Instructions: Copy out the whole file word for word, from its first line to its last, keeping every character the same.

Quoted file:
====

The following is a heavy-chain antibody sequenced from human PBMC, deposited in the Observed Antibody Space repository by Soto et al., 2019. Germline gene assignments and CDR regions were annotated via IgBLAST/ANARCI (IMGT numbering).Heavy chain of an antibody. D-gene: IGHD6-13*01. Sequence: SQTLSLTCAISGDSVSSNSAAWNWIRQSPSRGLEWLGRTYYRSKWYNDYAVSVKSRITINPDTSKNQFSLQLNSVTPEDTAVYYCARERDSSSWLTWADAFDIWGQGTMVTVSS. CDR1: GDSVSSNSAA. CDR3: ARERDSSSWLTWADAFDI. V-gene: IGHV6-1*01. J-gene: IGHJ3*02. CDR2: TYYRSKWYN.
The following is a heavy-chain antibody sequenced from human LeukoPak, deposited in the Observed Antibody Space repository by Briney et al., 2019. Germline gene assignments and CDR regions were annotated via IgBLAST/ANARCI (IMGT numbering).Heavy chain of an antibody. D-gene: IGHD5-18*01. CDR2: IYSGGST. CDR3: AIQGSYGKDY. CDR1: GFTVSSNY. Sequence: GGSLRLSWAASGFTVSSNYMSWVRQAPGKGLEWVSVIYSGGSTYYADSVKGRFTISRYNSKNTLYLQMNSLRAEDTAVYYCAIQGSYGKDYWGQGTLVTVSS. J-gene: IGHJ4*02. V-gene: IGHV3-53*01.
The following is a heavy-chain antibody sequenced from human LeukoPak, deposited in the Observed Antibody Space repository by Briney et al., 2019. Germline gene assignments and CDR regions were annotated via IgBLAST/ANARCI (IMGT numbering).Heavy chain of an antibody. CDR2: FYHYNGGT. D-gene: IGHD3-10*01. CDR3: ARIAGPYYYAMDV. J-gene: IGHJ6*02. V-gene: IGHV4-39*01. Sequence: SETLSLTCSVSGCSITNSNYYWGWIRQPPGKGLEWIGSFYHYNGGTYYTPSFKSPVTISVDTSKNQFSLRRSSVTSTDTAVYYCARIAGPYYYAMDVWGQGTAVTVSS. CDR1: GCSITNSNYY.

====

The following is a heavy-chain antibody sequenced from human PBMC, deposited in the Observed Antibody Space repository by Soto et al., 2019. Germline gene assignments and CDR regions were annotated via IgBLAST/ANARCI (IMGT numbering).Heavy chain of an antibody. D-gene: IGHD6-13*01. Sequence: SQTLSLTCAISGDSVSSNSAAWNWIRQSPSRGLEWLGRTYYRSKWYNDYAVSVKSRITINPDTSKNQFSLQLNSVTPEDTAVYYCARERDSSSWLTWADAFDIWGQGTMVTVSS. CDR1: GDSVSSNSAA. CDR3: ARERDSSSWLTWADAFDI. V-gene: IGHV6-1*01. J-gene: IGHJ3*02. CDR2: TYYRSKWYN.
The following is a heavy-chain antibody sequenced from human LeukoPak, deposited in the Observed Antibody Space repository by Briney et al., 2019. Germline gene assignments and CDR regions were annotated via IgBLAST/ANARCI (IMGT numbering).Heavy chain of an antibody. D-gene: IGHD5-18*01. CDR2: IYSGGST. CDR3: AIQGSYGKDY. CDR1: GFTVSSNY. Sequence: GGSLRLSWAASGFTVSSNYMSWVRQAPGKGLEWVSVIYSGGSTYYADSVKGRFTISRYNSKNTLYLQMNSLRAEDTAVYYCAIQGSYGKDYWGQGTLVTVSS. J-gene: IGHJ4*02. V-gene: IGHV3-53*01.
The following is a heavy-chain antibody sequenced from human LeukoPak, deposited in the Observed Antibody Space repository by Briney et al., 2019. Germline gene assignments and CDR regions were annotated via IgBLAST/ANARCI (IMGT numbering).Heavy chain of an antibody. CDR2: FYHYNGGT. D-gene: IGHD3-10*01. CDR3: ARIAGPYYYAMDV. J-gene: IGHJ6*02. V-gene: IGHV4-39*01. Sequence: SETLSLTCSVSGCSITNSNYYWGWIRQPPGKGLEWIGSFYHYNGGTYYTPSFKSPVTISVDTSKNQFSLRRSSVTSTDTAVYYCARIAGPYYYAMDVWGQGTAVTVSS. CDR1: GCSITNSNYY.